Minsk Agreement Ii

The OSCE chose the capital of Belarus because it is easy to reach for all parties, considered at least superficially as a neutral mediator, and has since 1992 held negotiations on another frozen conflict, rooted in Bolshevik concepts of ethnic autonomy for national minorities: Nagorno-Karabakh. The ceasefire in Ukraine quickly collapsed when separatists, with Russia`s help, announced in Kiev two strategic defeats at Donetsk airport and the Debaltsev√© railway junction. The first agreement to end the crisis in Ukraine was signed in early September 2014. Two years later, with more than 9,500 dead, the conflict continues to rage. The recent ceasefire attempt on 1 September failed after just over a week; On September 13, separatist leaders in eastern Ukraine raised hopes by announcing a unilateral ceasefire, their first offer of its kind. But when German Foreign Minister Frank-Walter Steinmeier meets today in Kiev with Ukrainian President Petro Poroshenko to discuss the Minsk agreements, it is clear that peace remains a distant dream. “We`ve had long downtimes and if progress has been made, it`s in millimetres,” says Steinmeier. What are the Minsk agreements and what are they? And maybe that`s the Kremlin`s problem. A silent Donbass would no longer serve Moscow as a means of putting pressure on Ukraine to make Poroshenko and his government more difficult, implement the necessary reforms, revive the economy and implement the Association Agreement between Ukraine and the European Union.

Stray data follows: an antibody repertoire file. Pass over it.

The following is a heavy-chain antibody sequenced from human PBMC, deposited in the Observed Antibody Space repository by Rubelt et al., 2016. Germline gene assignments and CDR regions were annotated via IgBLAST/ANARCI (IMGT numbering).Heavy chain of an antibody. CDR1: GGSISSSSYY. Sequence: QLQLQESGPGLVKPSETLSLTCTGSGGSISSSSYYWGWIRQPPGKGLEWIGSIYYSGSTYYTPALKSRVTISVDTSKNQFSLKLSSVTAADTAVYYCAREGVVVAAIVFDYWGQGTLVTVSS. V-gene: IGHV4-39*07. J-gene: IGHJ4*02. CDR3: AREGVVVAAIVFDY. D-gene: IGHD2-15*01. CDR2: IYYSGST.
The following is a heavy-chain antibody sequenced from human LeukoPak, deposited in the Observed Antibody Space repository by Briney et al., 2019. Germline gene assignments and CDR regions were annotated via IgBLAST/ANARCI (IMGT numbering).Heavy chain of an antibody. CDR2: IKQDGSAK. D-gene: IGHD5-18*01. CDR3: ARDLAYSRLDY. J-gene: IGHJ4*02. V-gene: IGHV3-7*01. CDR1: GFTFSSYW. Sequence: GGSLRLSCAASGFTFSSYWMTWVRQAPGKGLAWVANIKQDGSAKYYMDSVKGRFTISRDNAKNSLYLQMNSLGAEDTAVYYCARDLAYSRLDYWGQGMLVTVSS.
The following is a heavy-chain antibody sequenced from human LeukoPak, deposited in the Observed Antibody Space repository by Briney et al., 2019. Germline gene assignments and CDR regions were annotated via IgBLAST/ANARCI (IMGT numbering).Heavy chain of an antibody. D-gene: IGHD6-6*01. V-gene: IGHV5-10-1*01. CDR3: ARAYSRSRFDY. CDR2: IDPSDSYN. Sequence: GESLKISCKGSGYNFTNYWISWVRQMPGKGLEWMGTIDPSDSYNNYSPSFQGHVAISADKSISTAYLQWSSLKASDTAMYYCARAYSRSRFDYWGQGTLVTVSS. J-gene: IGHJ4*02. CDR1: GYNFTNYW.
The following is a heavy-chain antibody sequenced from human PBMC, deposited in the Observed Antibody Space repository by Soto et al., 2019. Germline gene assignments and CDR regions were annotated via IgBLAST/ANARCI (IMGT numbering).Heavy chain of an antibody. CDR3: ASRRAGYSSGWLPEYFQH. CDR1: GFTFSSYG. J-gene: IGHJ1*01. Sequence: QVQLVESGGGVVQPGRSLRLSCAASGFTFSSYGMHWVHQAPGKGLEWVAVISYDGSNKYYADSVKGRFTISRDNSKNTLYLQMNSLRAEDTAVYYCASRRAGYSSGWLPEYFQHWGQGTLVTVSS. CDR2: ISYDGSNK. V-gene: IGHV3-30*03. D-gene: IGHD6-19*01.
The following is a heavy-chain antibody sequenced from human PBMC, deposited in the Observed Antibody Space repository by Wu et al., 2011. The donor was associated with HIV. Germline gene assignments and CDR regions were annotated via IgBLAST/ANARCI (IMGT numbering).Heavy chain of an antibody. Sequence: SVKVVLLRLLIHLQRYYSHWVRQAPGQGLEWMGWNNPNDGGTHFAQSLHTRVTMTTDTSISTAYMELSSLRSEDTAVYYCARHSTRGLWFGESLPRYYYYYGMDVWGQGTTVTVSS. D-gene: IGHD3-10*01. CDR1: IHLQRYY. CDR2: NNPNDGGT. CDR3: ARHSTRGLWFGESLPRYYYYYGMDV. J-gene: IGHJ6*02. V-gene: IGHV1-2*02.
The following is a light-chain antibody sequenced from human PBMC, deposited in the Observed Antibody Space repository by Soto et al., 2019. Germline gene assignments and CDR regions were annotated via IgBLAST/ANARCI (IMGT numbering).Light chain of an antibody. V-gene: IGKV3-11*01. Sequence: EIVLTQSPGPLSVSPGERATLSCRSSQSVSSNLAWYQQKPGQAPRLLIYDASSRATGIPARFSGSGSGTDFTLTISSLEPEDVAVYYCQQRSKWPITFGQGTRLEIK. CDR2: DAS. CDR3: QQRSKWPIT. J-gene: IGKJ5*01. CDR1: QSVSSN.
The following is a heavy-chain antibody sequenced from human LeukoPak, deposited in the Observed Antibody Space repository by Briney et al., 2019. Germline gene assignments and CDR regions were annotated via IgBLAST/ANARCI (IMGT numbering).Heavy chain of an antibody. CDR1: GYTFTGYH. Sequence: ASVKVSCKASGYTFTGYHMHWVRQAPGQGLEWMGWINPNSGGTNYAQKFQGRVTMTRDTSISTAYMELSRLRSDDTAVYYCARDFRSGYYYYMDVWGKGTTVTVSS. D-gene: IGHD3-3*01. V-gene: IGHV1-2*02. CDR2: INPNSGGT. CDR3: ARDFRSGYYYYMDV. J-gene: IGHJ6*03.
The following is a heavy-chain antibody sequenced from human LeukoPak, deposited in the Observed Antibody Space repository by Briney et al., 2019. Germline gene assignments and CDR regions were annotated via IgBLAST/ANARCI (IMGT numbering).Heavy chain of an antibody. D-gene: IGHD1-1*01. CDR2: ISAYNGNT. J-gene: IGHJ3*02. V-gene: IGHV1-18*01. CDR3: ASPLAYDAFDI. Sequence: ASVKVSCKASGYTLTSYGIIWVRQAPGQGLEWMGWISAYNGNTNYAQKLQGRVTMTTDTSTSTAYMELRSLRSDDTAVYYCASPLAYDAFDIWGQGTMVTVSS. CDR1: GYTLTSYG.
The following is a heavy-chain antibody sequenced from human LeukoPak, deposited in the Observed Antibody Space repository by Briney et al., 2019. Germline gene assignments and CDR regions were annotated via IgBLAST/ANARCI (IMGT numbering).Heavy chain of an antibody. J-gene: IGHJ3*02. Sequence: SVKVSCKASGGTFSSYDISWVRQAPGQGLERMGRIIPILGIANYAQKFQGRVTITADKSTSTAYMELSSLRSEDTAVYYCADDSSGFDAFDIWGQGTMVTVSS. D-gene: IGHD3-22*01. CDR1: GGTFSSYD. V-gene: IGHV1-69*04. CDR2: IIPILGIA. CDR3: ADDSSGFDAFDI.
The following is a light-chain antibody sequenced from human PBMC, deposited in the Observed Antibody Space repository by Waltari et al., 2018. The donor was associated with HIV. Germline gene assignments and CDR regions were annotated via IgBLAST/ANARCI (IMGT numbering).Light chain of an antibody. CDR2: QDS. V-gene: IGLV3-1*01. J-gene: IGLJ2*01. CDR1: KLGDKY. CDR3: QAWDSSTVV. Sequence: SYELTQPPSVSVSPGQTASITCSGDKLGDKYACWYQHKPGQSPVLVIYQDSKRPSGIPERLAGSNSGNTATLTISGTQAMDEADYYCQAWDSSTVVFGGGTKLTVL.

At present, Russia does not seem ready or willing to give up this influence over Kiev. Until Minsk-2 is filled, the EU will maintain its sanctions against Russia, a move that many Western countries have supported. At this stage, it is not clear whether the sanctions regime will be changed if changes are made to the peace agreement. Minsk II is the result of a night marathon session and offers a detailed roadmap to resolve the conflict. The 13-point plan will begin with a ceasefire and the withdrawal of heavy weapons from the front, which will be overseen by the Organization for Security and Cooperation in Europe (OSCE). An exchange of “all for all” prisoners, local elections and amnesty for combatants will follow; Both sides should ensure the safe delivery of humanitarian aid and work towards the socio-economic reintegration of separatist areas. Ukraine promises to implement constitutional changes to advance “decentralization”; in exchange, all “foreign armed formations” will be withdrawn and Ukraine will regain control of its borders. . .

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